Polar Coordinates Before we can talk about all of the wonderful things that polar coordinates can do for us, we need to understand the basics! Some Definitions... "A point P in the plane has polar coordinates (r, θ) if the line segment OP has length r and the angle that OP makes with the positive axis is θ (measured in a counter clockwise direction)." "This definition requires that r > 0. If r < 0, then we consider the point Q which has polar coordinates (-r, θ). Then the point P has polar coordinates (r, θ) if P is the point on the straight line containing O and Q which is -r units from O on the opposite side of O from Q" http://archives.math.utk.edu/visual.calculus/0/polar.6/ http://brownsharpie.courtneygibbons.org/?p=7 Polar Coordinates

Stolen by Mr. C Put more simply,

a point in polar coordinates

is represented as (r,θ).

θ is the angle that the point is away from the positive x-axis. Let's do some practice problems on finding the polar coordinate of a point. (0,0°) 1 2 3 A B 1) What are the coordinates of point A?

2) What are the coordinates of point B? Hint:

-The red lines here represent the different distances from the origin. Answers:

Point A has coordinates (2,90°)

Point B has coordinates (1,30°) http://en.wikipedia.org/wiki/Polar_coordinate_system http://www.texample.net/tikz/examples/polar-coordinates-template/ (2,90°) (1,30°) So how are polar coordinates and rectangular coordinates related? Aren't rectangular coordinates enough? Why do we need Polar coordinates? http://thetrig.blogspot.com/2011/11/polar-coordinates.html More practice... Now, the axis is not always labeled using degrees, we can also use radians to represent the angle of a point from the positive axis. A B C D What are the polar coordinates of points A, B, C, and D? A (4,3π/4)

B (3,π/3)

C (1,11π/6)

D (3.5,7π/6) (5,135°) (6.5,75°) (5,30°) (1.5,210°) (4.5,180°) (7,210°) (3.5,270°) (5.5,330°) Commonly, rectangular coordinates are used for mapping because they are often the most useful, but not always. Sometimes, the data that you have collected would be more suited to be graphed in polar coordinates to be more easily understood. For example, if you are using radar, or trying to tell a ship where to travel. http://scidiv.bellevuecollege.edu/dh/ccal/CC9.1.pdf For example, the data collected here is obviously easier to interpret graphically using polar coordinates rather than rectangular coordinates. Note: the angle can be measured in either degrees or radians Now, so far we have only been labeling points using positive values...Is this the only way to do it? NO!! There are different ways to represent points using both positive and negative values. http://en.wikipedia.org/wiki/Polar_coordinate_system Take for example points A and B. Previously we said that their coordinates were A (2,90°) and B (1,30°). These points can also have coordinates A( -2,270°) and B (-1,210°). (1,210°) (-1,210°) This shows you that polar coordinates are not unique like rectangular coordinates. One point can be represented by many different sets of coordinates, just like A is both (2,90°) and (-2,270°) http://scidiv.bellevuecollege.edu/dh/ccal/CC9.1.pdf http://scidiv.bellevuecollege.edu/dh/ccal/CC9.1.pdf r is the distance the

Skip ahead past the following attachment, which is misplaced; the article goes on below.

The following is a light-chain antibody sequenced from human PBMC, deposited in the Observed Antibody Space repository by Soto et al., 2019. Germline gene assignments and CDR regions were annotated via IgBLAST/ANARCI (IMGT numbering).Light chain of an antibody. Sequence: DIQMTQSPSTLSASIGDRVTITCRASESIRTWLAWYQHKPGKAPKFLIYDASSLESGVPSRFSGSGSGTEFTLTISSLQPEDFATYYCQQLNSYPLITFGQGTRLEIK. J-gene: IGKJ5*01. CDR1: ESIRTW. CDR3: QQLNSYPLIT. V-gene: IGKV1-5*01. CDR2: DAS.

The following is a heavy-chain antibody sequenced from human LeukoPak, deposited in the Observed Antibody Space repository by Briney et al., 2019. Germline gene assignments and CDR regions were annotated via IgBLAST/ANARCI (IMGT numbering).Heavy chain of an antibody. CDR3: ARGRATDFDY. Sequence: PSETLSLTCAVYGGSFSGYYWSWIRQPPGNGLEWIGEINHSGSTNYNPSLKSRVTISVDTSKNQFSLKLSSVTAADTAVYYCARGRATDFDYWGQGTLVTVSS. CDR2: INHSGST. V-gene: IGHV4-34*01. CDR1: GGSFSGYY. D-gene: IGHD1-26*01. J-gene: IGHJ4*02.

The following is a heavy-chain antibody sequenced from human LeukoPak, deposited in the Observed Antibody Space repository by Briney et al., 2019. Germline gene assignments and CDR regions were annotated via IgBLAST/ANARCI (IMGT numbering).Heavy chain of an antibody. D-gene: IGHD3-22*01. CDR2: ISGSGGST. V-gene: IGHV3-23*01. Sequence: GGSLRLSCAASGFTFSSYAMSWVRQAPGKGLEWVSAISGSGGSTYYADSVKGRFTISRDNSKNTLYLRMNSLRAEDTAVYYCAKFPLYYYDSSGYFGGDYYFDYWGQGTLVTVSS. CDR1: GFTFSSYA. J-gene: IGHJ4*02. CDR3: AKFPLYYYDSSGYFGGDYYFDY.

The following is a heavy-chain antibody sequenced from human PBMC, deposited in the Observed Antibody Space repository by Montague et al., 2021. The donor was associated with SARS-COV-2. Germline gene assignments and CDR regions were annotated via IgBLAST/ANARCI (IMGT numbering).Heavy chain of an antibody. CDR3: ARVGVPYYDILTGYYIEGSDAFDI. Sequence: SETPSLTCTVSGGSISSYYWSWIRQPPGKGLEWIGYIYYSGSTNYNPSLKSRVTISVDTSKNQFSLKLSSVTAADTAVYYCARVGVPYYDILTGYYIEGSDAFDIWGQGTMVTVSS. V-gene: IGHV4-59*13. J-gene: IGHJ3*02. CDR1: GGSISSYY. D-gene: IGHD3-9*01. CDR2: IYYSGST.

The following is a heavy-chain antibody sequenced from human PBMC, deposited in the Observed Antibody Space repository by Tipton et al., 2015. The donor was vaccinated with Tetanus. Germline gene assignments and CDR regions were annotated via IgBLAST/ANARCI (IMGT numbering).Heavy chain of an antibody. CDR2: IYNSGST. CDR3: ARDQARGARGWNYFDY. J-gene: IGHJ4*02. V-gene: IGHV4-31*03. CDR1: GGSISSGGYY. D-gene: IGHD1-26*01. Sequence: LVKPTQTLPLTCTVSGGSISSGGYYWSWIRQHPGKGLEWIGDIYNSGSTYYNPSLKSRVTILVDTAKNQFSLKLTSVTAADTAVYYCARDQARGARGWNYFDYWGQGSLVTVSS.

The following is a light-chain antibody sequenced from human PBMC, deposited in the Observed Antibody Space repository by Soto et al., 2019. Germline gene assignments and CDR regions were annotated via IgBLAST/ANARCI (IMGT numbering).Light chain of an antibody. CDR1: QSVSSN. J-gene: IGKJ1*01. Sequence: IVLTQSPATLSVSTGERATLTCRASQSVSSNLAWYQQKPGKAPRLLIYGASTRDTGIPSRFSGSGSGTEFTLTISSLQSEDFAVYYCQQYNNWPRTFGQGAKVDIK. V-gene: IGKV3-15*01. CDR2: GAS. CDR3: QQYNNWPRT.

point is from the origin (0,0). http://archives.math.utk.edu/visual.calculus/0/polar.6/ Rectangular coordinates, (x,y), represent how far over and how far up you go from the origin (0,0). Polar coordinates, (r,θ), represent how far away from the origin and what angle from the horizontal axis. How are the values of

x, r, y and θ related? Which coordinate system should we use? Graphing in polar coordinates Types of graphs Derivatives of polar equations Let's practice graphing... Areas/Integrals in polar coordinates Spherical Coordinates? Converting from Rectangular to Polar Converting from Polar to Rectangular Rectangular Coordinate (x,y) Polar Coordinate (r,θ) These equations for converting between the two coordinates systems can be found by solving the triangle on the left that represents the point (x,y) or (r,θ) Let's get some practice converting between the systems. The first two we will work through together and the second two you will do on your own. 1) 2) 3) 4) Convert (-1,-2) to a polar coordinate Convert (2,4) to a polar coordinate Convert (3,60°) to a rectangular coordinate Convert (1,145°) to a rectangular coordinate There is one issue

with these equations.

Depending on the quadrant our

point is in, the inverse tangent function can give us an incorrect value. www.mathsisfun.com/polar-cartesian-coordinates.html The figure on the left shows the